Increased Immigration Enforcement Increases Risk for Employers

by M. Edward Taylor

Intense national debate continues regarding possible changes to our immigration laws, and proposed reform legislation is presently stalled in Congress. Nonetheless, the politicized climate has brought increasing pressure on the agencies responsible for enforcing the present laws to crack down on employers of illegal aliens. Press reports indicate that enhanced enforcement action is focused particularly on the construction and hospitality industries, but health care and retail have also been mentioned as targets, and all employers remain subject to penalties for violations of the Immigration Reform and Control Act (“IRCA”). This Employment Note is to remind employers of their obligations under the existing law and of the significant penalties that can result from violations.

IRCA imposes an affirmative obligation on employers of all sizes to verify that U.S. employees are eligible to work in the U.S., mandates record keeping requirements, and separately prohibits the knowing employment or continued employment of an unauthorized alien. IRCA also prohibits discrimination on the basis of national origin and citizenship—the latter of which is a protected class not recognized by Title VII.

Employment verification is conducted through completing Form I-9 within three days of an employee commencing employment, or at the commencement of employment if the job is to last less than three days. Employers are required to have completed I-9’s for all employees hired after November 6, 1986. The employee is to complete Section 1 of the form and provide the employer with documentation establishing identity and authorization to be employed in the U.S. A U.S. passport establishes both identity and employment authorization. An employee can also provide separate documents to establish identity and employment authorization, typically a driver’s license and social security card; Form I-9 identifies other acceptable documents. The employer must examine the documents and, in Section 2 of the form, verify under oath that the documents appear to be genuine and relate to the individual. Employers may, but are not required to, copy the documents. Employers should be aware that requiring documentation in addition to that deemed sufficient on the I-9 is illegal.

Form I-9 must be retained by an employer for the longer of three years or one year after termination of an individual’s employment. An employer is entitled to three days’ notice before an inspection of its I-9’s by the Special Counsel For Immigration-Related Unfair Employment Practices, Immigration and Customs Enforcement, or the Department of Labor. Given the relatively short notice period, employers are well advised to maintain I-9’s in a separate file rather than in each employee’s personnel file. Failure to properly maintain or produce the I-9’s subjects an employer to liability, and can be evidence of knowingly employing unauthorized aliens.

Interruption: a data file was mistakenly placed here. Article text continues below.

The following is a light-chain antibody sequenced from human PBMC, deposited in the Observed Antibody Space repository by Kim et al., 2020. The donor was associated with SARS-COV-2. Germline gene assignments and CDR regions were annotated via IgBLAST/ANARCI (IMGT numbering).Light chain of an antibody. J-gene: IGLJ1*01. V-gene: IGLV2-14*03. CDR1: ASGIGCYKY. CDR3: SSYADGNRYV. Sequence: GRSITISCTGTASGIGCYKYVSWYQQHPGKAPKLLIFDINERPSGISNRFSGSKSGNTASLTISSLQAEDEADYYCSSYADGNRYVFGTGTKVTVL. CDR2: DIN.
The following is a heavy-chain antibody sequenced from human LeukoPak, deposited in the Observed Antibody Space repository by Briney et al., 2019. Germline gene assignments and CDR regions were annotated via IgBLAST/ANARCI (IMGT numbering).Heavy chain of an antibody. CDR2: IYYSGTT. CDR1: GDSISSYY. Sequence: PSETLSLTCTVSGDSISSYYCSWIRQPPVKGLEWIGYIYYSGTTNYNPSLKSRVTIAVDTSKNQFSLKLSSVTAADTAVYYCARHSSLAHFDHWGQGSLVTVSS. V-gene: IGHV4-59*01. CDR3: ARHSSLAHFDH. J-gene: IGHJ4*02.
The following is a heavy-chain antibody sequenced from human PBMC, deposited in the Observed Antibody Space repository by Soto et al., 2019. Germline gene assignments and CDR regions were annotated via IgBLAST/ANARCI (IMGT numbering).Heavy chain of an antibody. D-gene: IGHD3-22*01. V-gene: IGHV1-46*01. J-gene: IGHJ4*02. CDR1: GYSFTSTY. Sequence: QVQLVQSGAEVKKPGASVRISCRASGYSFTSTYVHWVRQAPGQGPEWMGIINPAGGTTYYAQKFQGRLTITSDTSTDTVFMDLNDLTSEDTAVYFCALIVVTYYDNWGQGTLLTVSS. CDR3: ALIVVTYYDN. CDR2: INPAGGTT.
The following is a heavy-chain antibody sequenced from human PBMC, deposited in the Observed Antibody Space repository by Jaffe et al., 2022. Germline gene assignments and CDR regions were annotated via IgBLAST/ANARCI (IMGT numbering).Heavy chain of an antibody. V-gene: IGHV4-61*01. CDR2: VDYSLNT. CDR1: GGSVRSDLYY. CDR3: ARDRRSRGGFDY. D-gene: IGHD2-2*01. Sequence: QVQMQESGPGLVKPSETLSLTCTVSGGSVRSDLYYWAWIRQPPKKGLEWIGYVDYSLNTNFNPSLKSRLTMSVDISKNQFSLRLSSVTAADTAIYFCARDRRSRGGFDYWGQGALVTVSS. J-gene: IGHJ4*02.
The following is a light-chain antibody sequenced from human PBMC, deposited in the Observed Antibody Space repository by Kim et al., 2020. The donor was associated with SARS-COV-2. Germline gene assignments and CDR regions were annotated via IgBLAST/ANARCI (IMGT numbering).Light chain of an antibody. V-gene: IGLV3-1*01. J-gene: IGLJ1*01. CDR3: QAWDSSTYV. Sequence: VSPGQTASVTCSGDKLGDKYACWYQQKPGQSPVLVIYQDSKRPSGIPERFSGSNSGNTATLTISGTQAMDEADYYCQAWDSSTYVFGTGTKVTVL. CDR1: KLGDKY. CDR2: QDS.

The penalties for violating IRCA can be significant. First, there can be criminal liability. For an individual responsible for a pattern or practice of violations of the verification requirement or the employment prohibition, there is a fine of up to $3,000 and six months in prison for the entire pattern and practice.

For failure to comply with employment verification procedures, which can occur even if the employee is not an unauthorized alien, the fine is $110 – $1,100 for each individual. The size of the penalty for this violation takes into consideration the size of the employer; good faith; seriousness of the violation; whether the individual was an unauthorized alien; and any history of previous violations.

For knowingly employing an unauthorized alien the penalties are based on the number of offenses; the rules provide that multiple violations in the course of one proceeding or determination count as a single offense. However, each offense includes penalties for each unauthorized alien:

  • First offense: $275 – $2,200 for each unauthorized alien.
  • Second offense: $2,200 – $5,500 for each unauthorized alien.
  • Subsequent offenses: $3,000 – $11,000 for each unauthorized alien.

As noted above, IRCA also prohibits discrimination on the basis of national origin and citizenship. The citizenship provision precludes an employer from favoring a U.S. citizen over an alien who is authorized for employment, and vice versa. The national origin prohibition, like Title VII, prohibits discrimination based on an individual’s country of origin (which includes favoring foreign-born employees over Americans, subject to certain treaty exceptions). The Act also prohibits intimidation and retaliation against a person for the purpose of interfering with the rights granted by the Act. The Office of Special Counsel investigates charges and can prosecute alleged violations through an administrative procedure.

Although IRCA has been in effect for nearly twenty years, the law has received relatively little attention since it was originally implemented. Given the current political climate and the resulting increase in enforcement actions, prudent employers will review their policies and practices to ensure they are in compliance with IRCA. If there are concerns about compliance generally, or about individual employment situations, our attorneys are available to assist.

This Employment Law Note is written to inform our clients and friends of developments in labor and employment relations law. It is not intended nor should it be used as a substitute for specific legal advice or opinions since legal counsel may be given only in response to inquiries regarding particular factual situations. For more information on this subject, please call Sebris Busto James at (425) 454-4233.